The power went out in the middle of the night.  But for the first time in months, we didn't wake up from suffocating heat.  The sun came out this morning, and the power is still off as I write this.  Most of the world would still consider this weather stifling.  However, my hair is not in a ponytail for the first time in months, and I am not sweating.  The Heat is losing its resolve.  

It feels like a miracle.

The Rain Won.

Collectively, Dar es Salaam breathes a sigh of relief.  And I might just get my brain cells back.



Monday, April 4, 2016

Imagine Your Children are Black


In his book, Under Our Skin, Benjamin Watson relates the story from the book/movie A Time to Kill, when the lawyer presents his closing argument.  The lawyer is white, the jury is white, but the brutalized child-victim is black.  The lawyer describes the 10-year-old girl walking home from school.  Two grown men jump out of a truck, grab her, and viciously gang rape her.  Then they throw beer cans at her, urinate on her, attempt to hang her, and throw her over a cliff.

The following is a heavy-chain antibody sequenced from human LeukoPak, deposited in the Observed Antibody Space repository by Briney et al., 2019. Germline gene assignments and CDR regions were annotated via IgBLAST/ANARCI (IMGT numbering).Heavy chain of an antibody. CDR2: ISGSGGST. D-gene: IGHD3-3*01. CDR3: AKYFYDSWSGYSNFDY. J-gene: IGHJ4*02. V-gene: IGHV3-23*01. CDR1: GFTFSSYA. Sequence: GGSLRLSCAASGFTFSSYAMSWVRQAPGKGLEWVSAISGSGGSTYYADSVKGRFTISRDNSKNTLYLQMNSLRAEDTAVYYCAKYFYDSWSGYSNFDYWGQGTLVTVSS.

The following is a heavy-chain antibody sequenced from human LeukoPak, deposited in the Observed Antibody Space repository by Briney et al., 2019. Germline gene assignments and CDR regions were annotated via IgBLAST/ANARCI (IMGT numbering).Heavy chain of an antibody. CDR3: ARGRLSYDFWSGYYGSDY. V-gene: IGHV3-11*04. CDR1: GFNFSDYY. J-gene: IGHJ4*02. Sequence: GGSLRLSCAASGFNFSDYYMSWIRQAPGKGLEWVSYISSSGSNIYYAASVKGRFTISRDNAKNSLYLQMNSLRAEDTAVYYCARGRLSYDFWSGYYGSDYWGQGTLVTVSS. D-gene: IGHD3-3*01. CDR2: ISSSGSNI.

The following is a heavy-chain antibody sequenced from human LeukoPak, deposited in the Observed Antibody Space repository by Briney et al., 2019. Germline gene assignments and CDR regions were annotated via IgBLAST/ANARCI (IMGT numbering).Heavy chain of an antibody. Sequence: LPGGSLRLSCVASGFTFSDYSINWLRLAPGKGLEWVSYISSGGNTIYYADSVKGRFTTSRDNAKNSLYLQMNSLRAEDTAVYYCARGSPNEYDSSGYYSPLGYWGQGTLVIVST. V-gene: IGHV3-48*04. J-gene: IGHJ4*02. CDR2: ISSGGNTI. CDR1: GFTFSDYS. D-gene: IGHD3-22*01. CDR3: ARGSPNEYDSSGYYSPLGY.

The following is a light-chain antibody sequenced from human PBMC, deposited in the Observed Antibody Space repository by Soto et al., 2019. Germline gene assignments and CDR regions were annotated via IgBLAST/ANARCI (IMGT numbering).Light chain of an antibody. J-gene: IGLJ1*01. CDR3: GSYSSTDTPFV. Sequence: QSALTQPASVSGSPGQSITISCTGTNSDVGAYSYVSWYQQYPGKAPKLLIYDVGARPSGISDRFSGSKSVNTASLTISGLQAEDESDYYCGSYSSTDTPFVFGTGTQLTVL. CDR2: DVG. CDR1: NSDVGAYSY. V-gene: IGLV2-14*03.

The lawyer says to the jury, 'Can you see her?  I want you to picture that little girl.  Now imagine she's white.'

Watson writes, "The tragedy of the racial divide is that it simply isn't personal enough.  For so many, it's just an argument, a philosophy, a political position....But these people are not really human lives to us.  Those lives remain distant from us.  And they are lives of a different color.  Now imagine it's your own child."

That is me.

When I think about racial problems in America, it is personal to me.  Because it is my child.